Alternative Binary Protocol idea for memcached.

dormando dormando at
Fri Feb 22 02:40:05 UTC 2008

This list is the best.

Then there's #memcached on

Then there's the wiki linked from

Development and user assistance both happen on this list. It's
relatively low volume. I don't know of any web forums...

joe schmo wrote:
> Does anyone know of a good site to post questions on regarding problems
> with memcahced?
>     ------------------------------------------------------------------------
>     Date: Thu, 21 Feb 2008 02:42:10 +0000
>     From: webb.clint at
>     To: memcached at
>     Subject: Re: Alternative Binary Protocol idea for memcached.
>     Alright, I've started looking at the code. 
>     Would anyone object if I first started working on abstracting the
>     protocol handling routines so that they are handled by callback
>     instead of the current if/else setup?
>     Then I was going to put all the protocol stuff in prot_ascii.h|c and
>     prot_binary.h|c respectively.
>     This way we could potentially have hundreds of protocols handled
>     without having a lengthy if/else comparison.
>     On Wed, Feb 20, 2008 at 10:06 AM, Clint Webb <webb.clint at
>     <mailto:webb.clint at>> wrote:
>         I wasn't expecting such a quick reply.  Good point about
>         allowing multiple protocols.  I might pull out some of my old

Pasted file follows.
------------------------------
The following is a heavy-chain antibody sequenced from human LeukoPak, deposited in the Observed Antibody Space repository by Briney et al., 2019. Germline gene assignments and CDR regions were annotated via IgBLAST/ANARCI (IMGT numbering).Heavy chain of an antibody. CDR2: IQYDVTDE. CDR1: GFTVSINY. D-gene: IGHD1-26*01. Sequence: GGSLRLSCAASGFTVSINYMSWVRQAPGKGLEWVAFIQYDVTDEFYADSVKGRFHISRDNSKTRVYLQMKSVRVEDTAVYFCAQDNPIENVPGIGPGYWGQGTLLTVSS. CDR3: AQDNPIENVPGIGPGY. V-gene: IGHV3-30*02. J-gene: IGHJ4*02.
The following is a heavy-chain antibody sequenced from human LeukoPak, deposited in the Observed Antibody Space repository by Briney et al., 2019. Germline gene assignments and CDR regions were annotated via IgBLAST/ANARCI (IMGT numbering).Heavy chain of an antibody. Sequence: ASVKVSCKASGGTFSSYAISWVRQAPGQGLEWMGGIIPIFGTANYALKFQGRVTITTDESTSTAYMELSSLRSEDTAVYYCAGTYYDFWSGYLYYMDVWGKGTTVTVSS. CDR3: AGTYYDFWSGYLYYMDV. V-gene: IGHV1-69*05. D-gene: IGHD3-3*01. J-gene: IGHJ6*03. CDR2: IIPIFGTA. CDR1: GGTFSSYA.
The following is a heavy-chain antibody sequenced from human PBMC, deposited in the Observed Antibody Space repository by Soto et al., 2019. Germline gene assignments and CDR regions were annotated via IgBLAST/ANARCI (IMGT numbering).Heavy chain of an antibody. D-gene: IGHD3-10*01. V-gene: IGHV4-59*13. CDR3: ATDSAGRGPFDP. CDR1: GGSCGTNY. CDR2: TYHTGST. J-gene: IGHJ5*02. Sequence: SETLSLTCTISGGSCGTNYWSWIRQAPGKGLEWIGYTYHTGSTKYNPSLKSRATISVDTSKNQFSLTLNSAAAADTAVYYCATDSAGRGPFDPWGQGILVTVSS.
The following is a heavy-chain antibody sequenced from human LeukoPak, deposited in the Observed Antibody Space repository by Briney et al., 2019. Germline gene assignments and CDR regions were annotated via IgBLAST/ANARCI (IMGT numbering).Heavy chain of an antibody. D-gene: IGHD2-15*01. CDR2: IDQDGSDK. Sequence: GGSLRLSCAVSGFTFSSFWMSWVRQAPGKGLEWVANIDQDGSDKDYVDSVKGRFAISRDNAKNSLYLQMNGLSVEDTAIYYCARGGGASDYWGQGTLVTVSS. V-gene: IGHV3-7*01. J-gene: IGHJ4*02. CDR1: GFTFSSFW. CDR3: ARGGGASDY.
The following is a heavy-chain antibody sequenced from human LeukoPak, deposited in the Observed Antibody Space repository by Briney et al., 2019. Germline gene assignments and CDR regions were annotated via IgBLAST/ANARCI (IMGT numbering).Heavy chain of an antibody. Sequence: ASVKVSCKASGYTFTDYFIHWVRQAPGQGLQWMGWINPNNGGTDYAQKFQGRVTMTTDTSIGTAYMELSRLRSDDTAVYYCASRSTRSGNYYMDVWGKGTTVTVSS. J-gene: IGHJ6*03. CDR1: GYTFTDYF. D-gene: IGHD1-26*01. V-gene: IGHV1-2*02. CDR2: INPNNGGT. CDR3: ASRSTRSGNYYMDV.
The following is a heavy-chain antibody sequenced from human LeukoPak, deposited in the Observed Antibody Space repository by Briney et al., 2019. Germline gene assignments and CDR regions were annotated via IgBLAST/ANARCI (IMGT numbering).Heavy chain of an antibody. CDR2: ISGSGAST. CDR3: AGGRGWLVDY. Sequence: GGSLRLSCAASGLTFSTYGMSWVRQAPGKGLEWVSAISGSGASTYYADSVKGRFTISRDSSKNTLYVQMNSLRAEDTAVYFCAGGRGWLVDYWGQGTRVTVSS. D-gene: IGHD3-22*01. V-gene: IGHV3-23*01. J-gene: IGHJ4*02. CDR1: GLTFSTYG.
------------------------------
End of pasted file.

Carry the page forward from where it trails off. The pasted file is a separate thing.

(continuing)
>         code and see how easy it is to drop in.
>         I thought I'd give a little background on myself and this
>         protocol style. I used to work in the controls and automation
>         industry.  If you've ever checked your luggage into an airport,
>         or sent anything thru USPS, UPS or FedEX, or bought anything
>         online from amazon, b&n and other large online stores, or from
>         Walmart, kmart, target, etc... then your product has likely had
>         some experience with my coding somewhere along the line.
>         I developed this protocol for a tiny little side-project for one
>         of the above mentioned companies.  It was basically a connector
>         that took information from a large number of different systems
>         and passed it to another.  The requirements changed a lot, so I
>         developed something that could be fast, but had to be flexible. 
>         If I added a feature to the server, I didn't want to be forced
>         to update all the clients as well.   Also, some of the clients
>         were tiny little embedded controllers, so it had to be pretty
>         simple too.
>         This solution was VERY fast, as all the commands are a single
>         byte and could be easily mapped to an array of callback
>         routines.   This protocol also had to run on a real-time system
>         also, so we had to ensure that all operations preformed in a
>         predictable fashion.
>         I seperated the commands by their parameter type.  0-31 had no
>         parameter.  32-63 had a single byte parameter.  64-95 had a
>         32-bit parameter.  96-127 had a single-byte paramter which was
>         the length of a stream of data to follow (short-string). 
>         128-159 had a 32-bit integer that was the length of a stream of
>         data to follow.   This was our 5 different parameter types.  A
>         command could only have one parameter.
>         This way, the IO handling code could retrieve all the necessary
>         data and then pass it off to a callback routine for that command.
>         Each socket connection would have a set of buffers set aside for
>         the incoming data.  In this case we would want a buffer set
>         aside to hold the key and value data.
>         To speed up processing and ensure that the minimum data set has